May 2013

The hidden substitution threat

Organisations constantly need to adapt to survive, and in today’s environment they often launch projects or products to seize opportunities or to respond to threats in their business environment.  A key question is “how can organisations establish which new projects, products, or opportunities they could consider focusing on?”   When faced with a dilemma like… 

Woman with megaphone shouting to a globe

Fix it before they tweet it

Woman with megaphone shouting to a globeIn the past, being a retail consumer may have felt like somewhat of a one-way street.  If a company wasted your time or delivered you with a poor experience, your options were limited.   You could complain (but would the company genuinely listen?) You could take legal action if the issue was severe enough (but do you really have the time and money to do that?) Or you could write to newspapers and consumer magazines.   If you’re anything like me, 15 years ago if you received poor service you probably just quietly switched to a competitor, and then told a few friends too.  If the organisation was large enough, it probably didn’t even notice you leaving – it carried on churning customers, probably unaware at the collateral damage created along the way.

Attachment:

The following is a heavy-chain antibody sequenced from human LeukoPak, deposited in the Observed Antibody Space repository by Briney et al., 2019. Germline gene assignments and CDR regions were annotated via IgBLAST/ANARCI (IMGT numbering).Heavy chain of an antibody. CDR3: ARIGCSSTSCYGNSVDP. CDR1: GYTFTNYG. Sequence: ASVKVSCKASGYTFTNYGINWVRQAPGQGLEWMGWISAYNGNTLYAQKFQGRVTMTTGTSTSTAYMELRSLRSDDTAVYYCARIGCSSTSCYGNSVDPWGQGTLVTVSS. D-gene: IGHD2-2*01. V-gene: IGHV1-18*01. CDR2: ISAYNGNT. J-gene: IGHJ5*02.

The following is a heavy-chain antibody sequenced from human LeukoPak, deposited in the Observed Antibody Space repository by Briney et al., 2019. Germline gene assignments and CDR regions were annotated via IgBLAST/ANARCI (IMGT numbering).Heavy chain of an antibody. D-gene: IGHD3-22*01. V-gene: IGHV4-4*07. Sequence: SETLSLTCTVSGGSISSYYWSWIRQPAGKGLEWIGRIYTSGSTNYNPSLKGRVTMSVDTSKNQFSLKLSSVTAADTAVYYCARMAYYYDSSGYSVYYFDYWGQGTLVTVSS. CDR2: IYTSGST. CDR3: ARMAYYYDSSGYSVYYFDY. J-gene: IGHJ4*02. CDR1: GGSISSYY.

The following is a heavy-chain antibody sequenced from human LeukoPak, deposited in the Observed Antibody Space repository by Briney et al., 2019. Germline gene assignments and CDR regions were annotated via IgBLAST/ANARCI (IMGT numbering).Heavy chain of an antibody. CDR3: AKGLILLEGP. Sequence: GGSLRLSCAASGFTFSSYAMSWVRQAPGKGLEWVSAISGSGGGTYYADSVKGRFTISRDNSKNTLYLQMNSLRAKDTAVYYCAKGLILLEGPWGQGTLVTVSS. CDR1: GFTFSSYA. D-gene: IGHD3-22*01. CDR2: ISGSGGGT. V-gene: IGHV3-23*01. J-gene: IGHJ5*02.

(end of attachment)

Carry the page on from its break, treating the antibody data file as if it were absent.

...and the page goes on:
Fast forward to today and things feel extremely different.  As a consumer, I’m able to compare prices and propositions far easier than ever before using online comparison technology like Google Shopping or LoveMoney.  Not only that, I can very quickly share my opinion about any product or service on any number of consumer forums or “gripe sites” that exist as well as letting hundreds of people know through social networks like LinkedIn, Facebook, Twitter etc.

 

Quite sensibly, organisations of all sizes – whether large corporate or mid-size – are engaging with social media in a proactive way.  They are analysing sentiment and may even tap into social business intelligence.  All of this is extremely valuable, but I want to ask one question:

 

Why wait until a customer Tweets it before fixing issues?

 

I saw an exchange on Twitter recently from a customer and a budget hotel chain.  The exchange went something like this (I am paraphrasing, and have changed the names to protect the identities involved):